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Eight RNAi-Related Patent Applications Published By US Patent Office


Title: Treatment of Cancer by Inhibiting BRAF Expression. Number: 20050019918. Filed: April 29, 2004. Lead Inventor: Hidetoshi Sumimoto, Keio University School of Medicine.

“The … invention relates to a therapeutic method using RNAi directed at BRAF, of which the point mutation, especially V599E, occurs frequently in melanomas,” the patent application’s abstract states. “RNAi specific for the mutated BRAF will provide a specific therapeutic intervention for cancers such as malignant melanoma.

“Several target sequences for RNAi were selected in the protein coding region of the BRAF mRNA,” the abstract notes. “The short-hairpin RNA expression cassette was constructed on the lentiviral vector. One recombinant viral vector for the mutated BRAF V599E and two other vectors sites for wild type BRAF were constructed to infect various malignant melanoma cell lines, and the effects on the growth inhibition and the signaling of MAPK pathway were examined. The inhibitory effect on the invasion ability of malignant melanoma cell line and in vivo growth of a malignant melanoma cell line were examined,” it adds.

Title: Novel Lipids for Transfection of Nucleic Acids. Number: 20050014962. Filed: May 24, 2004. Lead Inventor: Gulilat Gebeyehu, Invitrogen.

The patent application, its abstract states, covers “cationic lipid compositions … that are useful for efficient delivery of macromolecules, such as nucleic acids, into a wide variety of eukaryotic cell types [as well as] methods for using the compositions.”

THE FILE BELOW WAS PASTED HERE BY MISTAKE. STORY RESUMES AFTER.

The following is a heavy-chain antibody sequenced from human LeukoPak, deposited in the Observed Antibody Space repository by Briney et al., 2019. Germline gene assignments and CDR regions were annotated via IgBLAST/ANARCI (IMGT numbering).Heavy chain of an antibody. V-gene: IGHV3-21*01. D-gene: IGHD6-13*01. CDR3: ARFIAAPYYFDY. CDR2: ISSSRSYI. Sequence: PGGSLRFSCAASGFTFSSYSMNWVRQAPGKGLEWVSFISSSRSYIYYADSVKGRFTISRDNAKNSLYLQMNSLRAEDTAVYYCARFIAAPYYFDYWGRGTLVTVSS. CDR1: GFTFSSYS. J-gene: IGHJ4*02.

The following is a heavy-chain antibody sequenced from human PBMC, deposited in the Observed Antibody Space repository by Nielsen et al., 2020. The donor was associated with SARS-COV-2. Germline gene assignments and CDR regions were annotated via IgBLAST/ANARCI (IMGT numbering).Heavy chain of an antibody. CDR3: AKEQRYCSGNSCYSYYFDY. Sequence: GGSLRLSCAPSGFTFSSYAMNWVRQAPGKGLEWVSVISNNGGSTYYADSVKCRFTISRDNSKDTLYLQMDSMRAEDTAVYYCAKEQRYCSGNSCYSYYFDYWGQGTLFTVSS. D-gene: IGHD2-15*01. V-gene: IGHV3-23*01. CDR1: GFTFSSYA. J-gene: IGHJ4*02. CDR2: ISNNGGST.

Title: RNA Interference-Mediated Inhibition of Muscarinic Cholinergic Receptor Gene Expression Using Short-Interfering Nucleic Acid. Number: 20050014172. Filed: March 11, 2004. Lead Inventor: Ivan Richards, Sirna Therapeutics.

“The … invention relates to compounds, compositions, and methods useful for modulating the expression of genes associated with respiratory and pulmonary disease, such as cholinergic muscarinic receptor genes, using short interfering nucleic acid molecules,” the patent application’s abstract states. “This invention also relates to compounds, compositions, and methods useful for modulating the expression and activity of cholinergic muscarinic receptor genes, or other genes involved in pathways of cholinergic muscarinic receptor gene expression and/or activity by RNA interference using small nucleic acid molecules. In particular, the instant invention features small nucleic acid molecules, such as short-interfering nucleic acid, short-interfering RNA, double-stranded RNA, microRNA, and short-hairpin RNA molecules, and methods used to modulate the expression of M3 muscarinic acetylcholine receptor or cholinergic receptor muscarinic,” the abstract adds.

Title: Compositions and Systems for the Regulation of Genes. Number: 20050014166. Filed: Nov. 24, 2003. Lead Inventor: Didier Trono, Institut Clayton de la Recherche.

According to the patent application’s abstract, the invention comprises “compositions and methods of modulating or regulating eukaryotic gene expression through the controlled or regulated expression of polynucleotide constructs that encode siRNA or other desired exogenous nucleic acids or proteins. Such constructs and additional elements of the system may be transfected into the cells of interest and the expression of the siRNA, and hence the expression of the target gene of the siRNA, may be controlled through the administration of a compound to the cell, such as a small molecule or drug,” the abstract notes. “Lentivirus vectors are employed in some embodiments of the invention including the generation of conditional knockdown animals.”